“At this point, further attempts to cast doubt on the legitimacy of the 2020 Presidential election are contrary to the clearly expressed will of the American people and only serve to undermine Americans’ confidence in the already determined election results,” they said. 

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“The voters have spoken, and Congress must now fulfill its responsibility to certify the election results. …. It is time to move forward,” they added. 

The joint statement comes a day after 11 GOP senators, led by Sen. Ted CruzRafael (Ted) Edward CruzRomney: Plan to challenge election ‘egregious ploy’ that ‘dangerously threatens’ country Toomey, Murkowski to oppose GOP effort to challenge election results Senate Democrats rebuke GOP colleagues who say they’ll oppose Electoral College results MORE (R-Texas), said they would support challenges to the Electoral College results on Wednesday, when Congress convenes a joint session to formally count the vote.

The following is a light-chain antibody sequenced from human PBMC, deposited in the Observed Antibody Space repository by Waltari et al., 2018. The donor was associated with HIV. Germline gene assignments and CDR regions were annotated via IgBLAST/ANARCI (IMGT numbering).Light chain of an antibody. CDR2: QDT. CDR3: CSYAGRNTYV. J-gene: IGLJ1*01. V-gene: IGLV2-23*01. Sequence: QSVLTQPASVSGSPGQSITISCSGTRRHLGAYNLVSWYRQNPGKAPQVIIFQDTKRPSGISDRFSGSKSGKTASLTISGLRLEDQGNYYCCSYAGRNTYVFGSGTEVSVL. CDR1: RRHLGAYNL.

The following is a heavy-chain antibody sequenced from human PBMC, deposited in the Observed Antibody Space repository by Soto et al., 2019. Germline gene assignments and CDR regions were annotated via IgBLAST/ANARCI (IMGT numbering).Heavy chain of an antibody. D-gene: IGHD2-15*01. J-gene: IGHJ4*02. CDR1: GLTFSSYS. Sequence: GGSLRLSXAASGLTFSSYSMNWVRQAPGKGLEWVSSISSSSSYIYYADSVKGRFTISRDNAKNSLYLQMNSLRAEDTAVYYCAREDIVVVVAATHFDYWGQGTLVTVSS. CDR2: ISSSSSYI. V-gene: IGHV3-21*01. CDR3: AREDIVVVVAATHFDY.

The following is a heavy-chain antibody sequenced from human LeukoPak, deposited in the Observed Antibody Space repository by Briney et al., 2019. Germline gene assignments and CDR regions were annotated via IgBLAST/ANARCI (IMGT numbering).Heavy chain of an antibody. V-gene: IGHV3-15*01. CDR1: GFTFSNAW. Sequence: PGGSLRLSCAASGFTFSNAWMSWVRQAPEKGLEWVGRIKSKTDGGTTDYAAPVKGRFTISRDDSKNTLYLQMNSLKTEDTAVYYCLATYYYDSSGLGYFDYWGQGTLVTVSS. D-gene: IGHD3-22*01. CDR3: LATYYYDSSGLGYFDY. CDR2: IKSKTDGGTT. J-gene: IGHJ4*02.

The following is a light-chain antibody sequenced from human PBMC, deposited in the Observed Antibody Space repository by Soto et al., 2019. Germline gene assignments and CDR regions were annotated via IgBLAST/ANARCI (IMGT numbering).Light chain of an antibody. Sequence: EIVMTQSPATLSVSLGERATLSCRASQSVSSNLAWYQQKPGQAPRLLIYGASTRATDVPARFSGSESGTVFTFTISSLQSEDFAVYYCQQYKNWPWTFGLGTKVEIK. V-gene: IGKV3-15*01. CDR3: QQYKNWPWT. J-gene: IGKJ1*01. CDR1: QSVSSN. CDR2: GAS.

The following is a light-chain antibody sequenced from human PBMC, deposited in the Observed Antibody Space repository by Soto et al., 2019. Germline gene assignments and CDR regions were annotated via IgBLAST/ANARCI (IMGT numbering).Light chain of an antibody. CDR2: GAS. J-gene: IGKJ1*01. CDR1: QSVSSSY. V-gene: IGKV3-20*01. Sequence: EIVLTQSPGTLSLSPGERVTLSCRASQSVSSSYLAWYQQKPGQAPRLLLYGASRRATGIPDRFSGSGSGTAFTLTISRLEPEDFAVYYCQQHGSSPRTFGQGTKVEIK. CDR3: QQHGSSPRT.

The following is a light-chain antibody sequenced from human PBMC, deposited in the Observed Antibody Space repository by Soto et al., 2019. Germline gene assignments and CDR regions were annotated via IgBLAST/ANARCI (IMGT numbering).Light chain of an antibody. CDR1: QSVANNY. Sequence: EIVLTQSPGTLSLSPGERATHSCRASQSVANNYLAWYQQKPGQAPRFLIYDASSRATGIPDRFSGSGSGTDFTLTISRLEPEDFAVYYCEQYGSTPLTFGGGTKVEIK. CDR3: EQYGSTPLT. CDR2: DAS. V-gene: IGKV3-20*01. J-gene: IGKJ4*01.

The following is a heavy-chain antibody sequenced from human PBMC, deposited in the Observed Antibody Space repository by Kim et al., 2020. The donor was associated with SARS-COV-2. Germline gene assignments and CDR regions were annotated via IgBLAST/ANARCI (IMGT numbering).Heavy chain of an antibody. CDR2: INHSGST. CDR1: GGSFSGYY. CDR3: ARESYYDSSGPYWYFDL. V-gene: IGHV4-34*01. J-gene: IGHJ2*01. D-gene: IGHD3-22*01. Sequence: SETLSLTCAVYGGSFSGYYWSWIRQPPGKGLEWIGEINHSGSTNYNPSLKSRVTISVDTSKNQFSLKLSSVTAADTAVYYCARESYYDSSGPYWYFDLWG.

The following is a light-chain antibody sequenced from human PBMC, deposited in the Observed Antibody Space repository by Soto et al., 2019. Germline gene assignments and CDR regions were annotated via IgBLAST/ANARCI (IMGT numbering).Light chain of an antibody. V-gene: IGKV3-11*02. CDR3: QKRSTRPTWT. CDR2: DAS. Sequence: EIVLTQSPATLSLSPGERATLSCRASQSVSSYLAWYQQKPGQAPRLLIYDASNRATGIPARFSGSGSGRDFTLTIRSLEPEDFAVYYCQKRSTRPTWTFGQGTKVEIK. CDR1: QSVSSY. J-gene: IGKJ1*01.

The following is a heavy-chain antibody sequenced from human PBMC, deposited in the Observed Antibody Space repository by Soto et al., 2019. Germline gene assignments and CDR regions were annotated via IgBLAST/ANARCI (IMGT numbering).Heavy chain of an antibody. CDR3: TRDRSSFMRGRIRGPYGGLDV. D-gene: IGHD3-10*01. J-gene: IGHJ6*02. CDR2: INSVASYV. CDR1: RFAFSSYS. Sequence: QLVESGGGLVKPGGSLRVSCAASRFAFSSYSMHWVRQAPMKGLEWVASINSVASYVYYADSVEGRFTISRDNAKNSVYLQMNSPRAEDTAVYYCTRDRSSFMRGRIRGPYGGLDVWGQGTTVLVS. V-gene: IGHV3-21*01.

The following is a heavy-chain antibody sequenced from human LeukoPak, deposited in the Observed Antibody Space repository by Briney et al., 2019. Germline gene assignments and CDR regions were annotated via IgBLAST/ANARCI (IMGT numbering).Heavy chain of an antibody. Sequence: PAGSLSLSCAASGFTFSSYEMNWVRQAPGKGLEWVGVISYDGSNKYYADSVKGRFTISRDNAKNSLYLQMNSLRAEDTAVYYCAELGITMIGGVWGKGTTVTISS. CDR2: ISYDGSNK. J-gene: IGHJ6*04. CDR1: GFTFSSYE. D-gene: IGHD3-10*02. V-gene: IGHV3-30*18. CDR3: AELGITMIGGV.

Combined with Sen. Josh HawleyJoshua (Josh) David HawleyRomney: Plan to challenge election ‘egregious ploy’ that ‘dangerously threatens’ country Pence ‘welcomes’ efforts of lawmakers to ‘raise objections’ to Electoral College results Toomey, Murkowski to oppose GOP effort to challenge election results MORE (R-Mo.), who had already said he plans to object, that means at least 12 GOP senators will support attempts to overturn President-Elect Joe BidenJoe BidenAppeals court dismisses Gohmert’s election suit against Pence Romney: Plan to challenge election ‘egregious ploy’ that ‘dangerously threatens’ country Pence ‘welcomes’ efforts of lawmakers to ‘raise objections’ to Electoral College results MORE’s win, after he received 306 Electoral College votes to President TrumpDonald TrumpAppeals court dismisses Gohmert’s election suit against Pence Kentucky governor calls vandalism to McConnell’s home ‘unacceptable’ Pence ‘welcomes’ efforts of lawmakers to ‘raise objections’ to Electoral College results MORE’s 232. 

Trump, who has endorsed challenges to the election results in Congress, has claimed that the election was “rigged” or that there was widespread voter fraud. And the 11 GOP senators, in their joint statement on Saturday, alleged that the 2020 election included “unprecedented allegations of voter fraud.”